Date of Award

1994

Degree Type

Thesis

Degree Name

M.A.Sc.

Department

Electrical and Computer Engineering

First Advisor

Jullien, G. A.

Keywords

Engineering, Electronics and Electrical.

Rights

CC BY-NC-ND 4.0

Abstract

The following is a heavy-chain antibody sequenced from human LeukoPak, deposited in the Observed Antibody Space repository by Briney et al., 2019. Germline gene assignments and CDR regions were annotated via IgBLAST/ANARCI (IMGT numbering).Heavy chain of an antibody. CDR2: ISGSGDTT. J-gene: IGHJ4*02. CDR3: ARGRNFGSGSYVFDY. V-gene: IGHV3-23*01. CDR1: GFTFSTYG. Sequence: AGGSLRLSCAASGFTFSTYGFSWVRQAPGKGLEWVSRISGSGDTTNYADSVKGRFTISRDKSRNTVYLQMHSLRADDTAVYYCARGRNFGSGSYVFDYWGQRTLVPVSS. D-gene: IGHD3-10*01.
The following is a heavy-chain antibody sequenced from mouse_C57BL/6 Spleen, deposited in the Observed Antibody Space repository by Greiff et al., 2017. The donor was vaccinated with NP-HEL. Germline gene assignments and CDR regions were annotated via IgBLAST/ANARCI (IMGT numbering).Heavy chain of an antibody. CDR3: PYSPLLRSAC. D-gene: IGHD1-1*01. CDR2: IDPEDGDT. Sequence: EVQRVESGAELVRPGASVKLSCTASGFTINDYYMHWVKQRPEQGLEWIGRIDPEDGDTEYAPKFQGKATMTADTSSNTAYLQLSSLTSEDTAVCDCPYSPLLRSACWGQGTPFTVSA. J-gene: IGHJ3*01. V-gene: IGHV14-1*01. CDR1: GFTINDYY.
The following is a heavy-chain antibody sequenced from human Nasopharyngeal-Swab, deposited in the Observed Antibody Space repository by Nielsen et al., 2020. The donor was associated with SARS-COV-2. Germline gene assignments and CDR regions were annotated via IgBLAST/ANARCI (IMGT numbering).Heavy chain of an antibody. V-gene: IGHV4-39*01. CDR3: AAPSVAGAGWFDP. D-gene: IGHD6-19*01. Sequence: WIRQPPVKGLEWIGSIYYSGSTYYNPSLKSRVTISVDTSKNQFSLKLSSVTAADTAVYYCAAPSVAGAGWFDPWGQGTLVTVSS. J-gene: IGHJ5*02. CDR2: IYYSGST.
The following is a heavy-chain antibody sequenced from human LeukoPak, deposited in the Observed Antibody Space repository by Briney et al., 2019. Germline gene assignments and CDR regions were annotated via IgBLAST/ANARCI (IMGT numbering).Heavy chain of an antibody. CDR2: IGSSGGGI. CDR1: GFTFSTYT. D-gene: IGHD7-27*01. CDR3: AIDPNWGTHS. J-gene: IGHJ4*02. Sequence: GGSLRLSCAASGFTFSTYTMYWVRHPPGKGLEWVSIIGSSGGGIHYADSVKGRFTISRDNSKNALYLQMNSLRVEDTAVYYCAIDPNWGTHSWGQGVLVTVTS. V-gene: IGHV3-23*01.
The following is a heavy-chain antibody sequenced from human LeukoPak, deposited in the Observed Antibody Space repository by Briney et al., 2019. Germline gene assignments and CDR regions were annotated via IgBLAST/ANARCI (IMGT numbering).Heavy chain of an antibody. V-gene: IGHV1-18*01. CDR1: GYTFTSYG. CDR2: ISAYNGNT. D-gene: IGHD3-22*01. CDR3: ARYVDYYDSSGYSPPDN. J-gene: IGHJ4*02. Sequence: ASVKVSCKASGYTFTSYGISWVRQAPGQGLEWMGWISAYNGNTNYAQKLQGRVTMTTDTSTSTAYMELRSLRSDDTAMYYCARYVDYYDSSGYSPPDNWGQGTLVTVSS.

Because of the increasing complexity of the designs, there is a great necessity for automatic layout tools which produce results similar in optimality to those produced by manual design methods. The continuous progress in VLSI technology presents new challenges in developing efficient algorithms for the layout of logic cells. The feasibility of developing an automatic mask layout generator for switching trees from its symbolic counterpart is explored in this thesis. The symbolic layout is generated from a Switching Tree Layout Synthesizer which is then translated to the mask shapes. Each element in the symbolic layout represents an instance in the mask layout. The mapping of symbolic to mask layout is not constrained to just one solution. Depending on the overall structure of the design, necessary steps such as changing the transistor orientation and contact position and layout compaction for a particular section, are performed to obtain optimized and efficient layout. Two switching tree layout styles, DMS and IMS, are presented here which are dependent on the height and the width of the logic cell. A one-dimensional functional cell generator is also proposed in this thesis. Two algorithms to minimize the height and the width of the functional cell are studied and implemented based on graph theory. It is shown that the switching tree layouts are much more area efficient than that of one dimensional functional cells. Other advantages of the switching tree over other layout methods are also mentioned. Simulations are carried out to justify the heavily pipelining capacity of the switching trees.Dept. of Electrical and Computer Engineering. Paper copy at Leddy Library: Theses & Major Papers - Basement, West Bldg. / Call Number: Thesis1994 .S547. Source: Masters Abstracts International, Volume: 34-02, page: 0837. Adviser: Graham A. Jullien. Thesis (M.A.Sc.)--University of Windsor (Canada), 1994.

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